Bristol library assistants have voted in favour of strike action over changes to working patterns, if the council refuses to address their complaints.
Photo: Agata & Andrew Mleczko/ Flickr CC
Recent changes have meant the mainly female workforce have short shifts spread across the week, including at weekends, which makes for more traveling time and expense, childcare difficulties, and also impacts on the ability of the largely part time workforce to seek a second job.
Over 80% of library assistants voted for the strike in the UNISON ballot, which Bristol branch secretary Steve Crawshaw called a ‘last resort’, and one he hopes can be avoided through negotiation with the city leadership.
“Staff simply can’t go on stretching their shifts into three or four hour chunks six days a week,” Crawshaw explains. “When library funding came under attack, the Cabinet made a decision to pile the pressure on staff instead of dealing with the problem realistically. Library assistants are committed public servants who want to see their libraries flourish as places of learning and support for the community. But this can’t be delivered if staff are demoralised and exhausted by unworkable shifts.”
The changes are part of the euphemistically-named ‘Managing Change – Libraries for the Future’. The council have been undergoing a budget review since last November, centered on culling staff numbers in the library services. After undergoing exams to compete for their own jobs, many staff were made redundant or did not have temporary contracts renewed.
They have however taken on a new position: a volunteer coordinator. Although the council claim that volunteers will not take on jobs previously done by paid staff, the workers are questioning whether that are training volunteers to do what were, until now, the library assistants’ responsibilities.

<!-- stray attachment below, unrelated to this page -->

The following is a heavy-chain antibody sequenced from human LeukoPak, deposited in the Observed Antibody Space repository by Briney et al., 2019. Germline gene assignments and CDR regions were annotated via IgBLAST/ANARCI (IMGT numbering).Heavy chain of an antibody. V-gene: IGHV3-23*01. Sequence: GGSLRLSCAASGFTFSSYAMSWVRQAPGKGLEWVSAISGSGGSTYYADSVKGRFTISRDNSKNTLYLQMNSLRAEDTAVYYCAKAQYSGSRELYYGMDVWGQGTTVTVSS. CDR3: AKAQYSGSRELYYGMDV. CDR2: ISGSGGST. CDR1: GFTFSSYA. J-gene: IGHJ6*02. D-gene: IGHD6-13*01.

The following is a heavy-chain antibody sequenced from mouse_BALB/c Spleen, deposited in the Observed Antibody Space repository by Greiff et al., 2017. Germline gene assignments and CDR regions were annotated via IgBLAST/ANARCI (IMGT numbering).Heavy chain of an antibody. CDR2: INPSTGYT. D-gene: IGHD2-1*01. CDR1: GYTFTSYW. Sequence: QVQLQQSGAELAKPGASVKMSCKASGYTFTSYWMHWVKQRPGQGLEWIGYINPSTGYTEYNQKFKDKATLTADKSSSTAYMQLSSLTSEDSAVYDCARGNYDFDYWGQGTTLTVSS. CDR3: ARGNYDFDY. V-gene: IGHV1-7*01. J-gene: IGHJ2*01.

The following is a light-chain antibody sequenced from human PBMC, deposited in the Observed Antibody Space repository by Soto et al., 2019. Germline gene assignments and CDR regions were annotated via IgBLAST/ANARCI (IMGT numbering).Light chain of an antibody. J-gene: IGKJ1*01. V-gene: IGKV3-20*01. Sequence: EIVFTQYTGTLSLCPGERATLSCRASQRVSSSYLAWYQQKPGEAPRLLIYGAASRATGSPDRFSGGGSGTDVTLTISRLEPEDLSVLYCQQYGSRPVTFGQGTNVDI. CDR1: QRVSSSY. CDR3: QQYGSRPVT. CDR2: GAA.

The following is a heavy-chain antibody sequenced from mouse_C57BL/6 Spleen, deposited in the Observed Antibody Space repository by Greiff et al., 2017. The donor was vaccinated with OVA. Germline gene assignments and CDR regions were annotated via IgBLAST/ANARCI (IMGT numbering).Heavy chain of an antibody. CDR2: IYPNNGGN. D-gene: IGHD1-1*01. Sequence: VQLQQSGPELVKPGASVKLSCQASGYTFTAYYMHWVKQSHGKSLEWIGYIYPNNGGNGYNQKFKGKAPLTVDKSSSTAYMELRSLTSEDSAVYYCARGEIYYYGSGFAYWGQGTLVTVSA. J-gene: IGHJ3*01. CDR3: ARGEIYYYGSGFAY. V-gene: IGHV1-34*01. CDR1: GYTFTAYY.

“Staff can’t handle new working patterns with caring or family responsibilities,” commented one library assistant, who, as with all the interviewees, asked to remain in strict anonymity to protect her job. “The decision to close Central Library on a Wednesday seems like a crazy decision considering how many job seekers use the library. I think it’s prejudicial to some of our library users who rely on us during the week.”
“The cuts have been going on for years, but this is the most drastic.”
One library assistants drew comparisons between the junior doctors’ strikes and the library struggles – for the emphasis on weekend working and the associated impact on workers, and because “the public services have to be funded properly if they are going to be run properly.”
“The cuts have been going on for years and years, but this is the most drastic,” one library worker said. The most recent changes have caused ‘shock and disbelief’ to staff. They reported that midway through the process, librarians were informed of their post being deleted with no information or confirmation of a redundancy process. Librarians were informed of the exciting new organisation, ‘Libraries for the Future’, via a series of email attachments, with little or no explanation about what the changes meant.
While discussing this with a manager late last year, the manager said a group in senior management “had come to a conclusion about how libraries in Bristol should be run with no consultation from floor management or frontline staff”. The council employee responsible for the cuts is Kate Murray, Head of Libraries.
This is the fourth review in five years, with staff complaining that the role and service has been eroded so far as to diminish the career of anyone working in the library services. Within the last three years, the libraries have seen the disappearance of ‘Senior Library Assistants’ posts, the merger of teams to a decrease in Supervisor positions, eradicating weekend pay enhancements, and an increasing reliance on casual and agency staff.